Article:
WTO: international trade is resisting the coronavirus crisis better than expected

The World Trade Organization forecasts

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The World Trade Organization forecasts only a 9.2% decline in international trade this year before rebounding 7.2% next year. The public support measures made it possible in particular to avoid a darker scenario.

Global trade should avert catastrophe. “International value chains and global trade have proven to be resilient,” said Robert Koopman, chief economist of the World Trade Organization (WTO), during a press briefing in Geneva.

By publishing his new forecasts this Tuesday, the policeman of world trade is only expecting a 9.2% decline in trade in goods this year. A spectacular figure but less bad than the plunge of 12.9% predicted last April , at the height of the pandemic crisis, in the most optimistic scenario of the organization.

This decline is comparable, by its magnitude, to that recorded during the financial crisis of 2008. But, underlines the WTO, the decline in trade in goods would be twice the decline in world GDP and not six times as during the 2008 financial crisis. It is nowhere near as encouraging for trade in services, which plunged 23%, far from 9% during the 2008 financial crisis.

Asia resists

By region, North America (-14.7%) and Europe (-11.7%) are likely to suffer more from a contraction in exports this year, with Asian countries only recording a decline of 4.5%. These figures should undoubtedly be seen as a maintenance in the state of production value chains which have not fundamentally changed. “Production processes don’t change overnight,” explained Barbara d’Andréa Adrian, statistician at the WTO. Even if we can expect a reorganization of these global production chains to the detriment of China, said Robert Koopman.

The Automobile at Half Mast

Obviously, depending on the market sectors, the results are different. Automotive industry products recorded the sharpest drop of all categories during the second quarter (just over 50%) ahead of luxury items (handbags, luggage, etc.), which fell by nearly 40%. In contrast, pharmaceutical products (+ 10%), electronic items such as integrated circuits and computers posted growth.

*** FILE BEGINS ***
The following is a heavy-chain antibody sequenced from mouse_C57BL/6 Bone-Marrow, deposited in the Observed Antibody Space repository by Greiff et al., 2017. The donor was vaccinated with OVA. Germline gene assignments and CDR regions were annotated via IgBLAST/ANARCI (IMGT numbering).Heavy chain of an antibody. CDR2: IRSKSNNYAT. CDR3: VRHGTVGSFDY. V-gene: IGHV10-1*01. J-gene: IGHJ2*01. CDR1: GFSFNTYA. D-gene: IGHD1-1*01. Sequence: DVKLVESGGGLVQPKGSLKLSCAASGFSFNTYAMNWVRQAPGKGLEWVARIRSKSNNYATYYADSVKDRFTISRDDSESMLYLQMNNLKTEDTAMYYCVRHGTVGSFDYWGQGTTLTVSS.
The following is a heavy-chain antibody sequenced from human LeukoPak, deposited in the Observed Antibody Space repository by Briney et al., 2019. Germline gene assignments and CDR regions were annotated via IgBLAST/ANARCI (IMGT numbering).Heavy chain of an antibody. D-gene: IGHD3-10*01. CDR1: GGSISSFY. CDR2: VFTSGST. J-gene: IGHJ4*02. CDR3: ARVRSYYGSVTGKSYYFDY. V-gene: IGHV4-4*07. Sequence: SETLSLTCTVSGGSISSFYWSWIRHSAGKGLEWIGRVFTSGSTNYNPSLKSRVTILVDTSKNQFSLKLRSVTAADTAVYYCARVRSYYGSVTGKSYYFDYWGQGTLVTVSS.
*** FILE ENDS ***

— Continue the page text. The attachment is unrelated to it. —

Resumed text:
Trade in electronic products was maintained during the crisis, with households, businesses and administrations having modernized their computers and digital infrastructure to facilitate teleworking in particular, underlines the WTO.

Personal protective equipment trade also recorded explosive growth of 92% in the second quarter and 122% in May. “In the first six months alone, sales of face masks, mainly from China, increased 87% to $ 71 billion compared to the same period of the previous year” , commented Barbara of Andrea Adrian . Likewise, trade in agricultural products held up better than average, falling just 5% in the second quarter.

Bounce Back Next Year

For next year, economists are reasonably optimistic, advancing growth of 7.2%. The WTO specifies, however, that the trend will be significantly lower than that observed before the health crisis. Above all, this forecast remains subject to the absence of a second pandemic wave and new containment measures.

“Worse results are still possible if there is a strong resurgence of the Covid-19 crisis in the coming months ,  warned Deputy Director General Yi Xiaozhun at this press conference. “Autumn and winter have a lot of uncertainties,” added Robert Koopman. “Asian exports have been strong, but for these exports to be sustained, demand is high. Much depends on the revival of governments, ” he warned.

Source LesEchos

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